Where did the word “numismatics” come from? First documented as an English word in the early part of the 1800s, this word derived from a French adjective, numismatiques, which means "of coins." In turn, that word came from the Latin word for “coin.” The meaning of the word gets even more interesting when the Latin word gets traced back to the original Greek that it was borrowed from. After some iterations, the word came from the Greek nemō, or "I dispense or divide."


Know your U.S. coins: Seated Liberty dime

It was the longest running design for any U.S. silver coin – the Seated Liberty obverse. It was used on the half dime, dime, 20-cent coin, quarter dollar, half dollar and dollar as well as some dollar patterns.

When it was used for the dime denomination, the design was tinkered with several times during its 55-year run. At any given time, the obverse design has featured stars and no stars; with drapery at the elbow and without drapery; with arrows at the date and without arrows; with legend, without legend.

Even the reverse wasn't exempt from change. From 1837 to 1860 it featured a berry-bedecked wreath. Then it was changed to display a "cereal" wreath made up of corn, wheat, maple and oak leaves.

COIN VALUES: See how much Seated Liberty dimes are worth today

Many designers participated in the series. The design used on the obverse from 1837 to 1840 was the work of Thomas Sully and Christian Gobrecht (Gobrecht also designed the berry-wreath reverse with legend).

The concept for the design began when U.S. Mint Director Robert Maskell Patterson decided it was time to move away from John Reich's Capped Bust designs. Patterson liked the strength conveyed in the seated Brittania that was used on British coinage. He commissioned noted painters Sully and Titian Peale to submit designs favoring a Seated Liberty concept.

The new design apparently pleased Patterson and he assigned Gobrecht the task of engraving it. Gobrecht had been serving as a draughtsman and die sinker at the Mint, and assistant to then Engraver William Kneass since 1836. When Kneass died in 1840, Gobrecht succeeded him.

The obverse design depicts an allegorical figure of Liberty seated on a rock with her head looking back over her right shoulder. Her left hand holds a pole with Liberty cap on the upper end, while her right hand supports a shield resting against the rock. The word liberty appears on a ribbon held in place across the shield by Liberty's right hand. The date appears below the figure.

The first reverse design shows an open-ended wreath of two branches connected at the bottom with a ribbon tied into a bow, with the denomination one dime, rather than a numerical designation, within in the wreath.

Changes to the Gobrecht-Sully obverse were instituted by John Hughes in 1840. Hughes added drapery between Liberty's left arm and left thigh as well as more cloth over her bustline. He also fattened her arms, reduced her bust and the size of the rock she sits on, and straightened the shield to its full and upright position. In addition, arrows were added on either side of the date on coins dated 1853 through 1855.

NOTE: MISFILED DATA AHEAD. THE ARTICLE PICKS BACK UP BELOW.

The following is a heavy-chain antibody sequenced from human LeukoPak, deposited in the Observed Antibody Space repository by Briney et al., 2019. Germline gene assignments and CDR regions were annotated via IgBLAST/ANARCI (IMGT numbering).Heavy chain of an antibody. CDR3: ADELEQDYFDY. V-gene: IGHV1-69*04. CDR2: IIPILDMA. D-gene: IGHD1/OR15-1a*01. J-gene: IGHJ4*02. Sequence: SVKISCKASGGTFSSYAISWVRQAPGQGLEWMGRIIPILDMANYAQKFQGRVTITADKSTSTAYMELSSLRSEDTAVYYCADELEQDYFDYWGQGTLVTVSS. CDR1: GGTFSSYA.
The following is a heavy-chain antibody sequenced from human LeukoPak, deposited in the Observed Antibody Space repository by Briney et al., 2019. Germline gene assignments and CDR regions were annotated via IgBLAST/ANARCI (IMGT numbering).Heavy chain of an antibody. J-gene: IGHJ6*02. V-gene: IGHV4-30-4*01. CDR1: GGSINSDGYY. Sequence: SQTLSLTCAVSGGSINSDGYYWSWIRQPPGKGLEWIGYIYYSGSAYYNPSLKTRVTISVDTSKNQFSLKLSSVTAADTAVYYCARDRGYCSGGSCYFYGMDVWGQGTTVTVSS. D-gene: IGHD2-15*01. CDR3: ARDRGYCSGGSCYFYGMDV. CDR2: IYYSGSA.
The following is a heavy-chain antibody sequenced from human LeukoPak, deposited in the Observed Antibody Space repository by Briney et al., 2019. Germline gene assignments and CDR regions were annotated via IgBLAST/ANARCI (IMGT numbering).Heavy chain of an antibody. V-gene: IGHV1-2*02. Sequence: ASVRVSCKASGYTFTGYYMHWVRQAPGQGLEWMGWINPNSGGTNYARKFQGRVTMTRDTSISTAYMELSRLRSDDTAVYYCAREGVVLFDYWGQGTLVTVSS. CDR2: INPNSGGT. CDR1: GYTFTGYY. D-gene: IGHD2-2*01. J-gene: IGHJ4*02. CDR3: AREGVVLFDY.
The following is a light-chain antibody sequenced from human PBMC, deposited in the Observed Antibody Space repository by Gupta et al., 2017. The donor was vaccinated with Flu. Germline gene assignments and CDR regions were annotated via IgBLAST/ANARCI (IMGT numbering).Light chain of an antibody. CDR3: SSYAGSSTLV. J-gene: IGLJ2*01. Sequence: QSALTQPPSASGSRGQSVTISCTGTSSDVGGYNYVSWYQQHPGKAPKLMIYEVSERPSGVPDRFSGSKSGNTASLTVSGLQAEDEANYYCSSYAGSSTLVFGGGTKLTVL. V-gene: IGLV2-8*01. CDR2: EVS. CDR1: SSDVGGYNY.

In 1860, James B. Longacre removed the stars from the Hughes-Gobrecht-Sully design and moved the UNITED STATES OF AMERICA legend from the reverse to the obverse. He reintroduced arrows at the date from 1873 through 1875. Longacre is also credited with designing the cereal wreath used on the reverse. In fact, Longacre's reverse design remained in use until 1916 – even though the Barber dime obverse was introduced in 1892.

Despite the changes to design and even to fineness, the Seated Liberty dime remains popular with collectors.

Keep reading from our "Know Your U.S. Coins" series:

Cents and half cents:

2- and 3-cent coins:


Dimes and half dimes:


Half dollars:


Gold coins:

Community Comments

Numismatics is about more than just coins.

While many people use numismatics as a general term to refer only to the study of coins, this word actually refers to the study of all kinds of money. As such, it includes the study of coins and also paper bills, tokens, and other related objects that have been used as currency by various people throughout history, as well as noncurrency items like medals. Some kinds of money used at different points in history might surprise novice numismatists; for example, a culture might have used shells as a currency. 

Barter, or the trade of objects and services for other objects and services, has long been used in the marketplace and continues today. In some cases, the line between barter and currency still provides a topic of debate, but in most cases, articles about numismatics cover subjects like coins and paper money. Numismatics might become easier to comprehend by understanding the numismatic values of coins and paper money, and this refers to the value of a coin or note that is higher than the intrinsic or face value. In other words, this could also be called the collectible value. For example, a historical gold coin has an inherent value that is based upon its bullion value. It may also have a face value, or the actual value of the money assigned by the country that produced it. However, that same coin might be worth much more than the gold or the face value because it is rare, historically significant, beautiful, and/or designed by a famous artist.

Ultimately, understanding numismatics really depends upon understanding the nature of money. In the past, money might have been shells, gems, or precious metals. Today, most societies rely upon coins and paper money, but in this digital age, even that has begun to change as billions of dollars get exchanged every day electronically without the need for physical currency. Even more revolutionary, there are new digital currencies that have never been based upon any nation's physical currency. As it has in the past, it is likely that the study of numismatics will continue to evolve as currency evolves.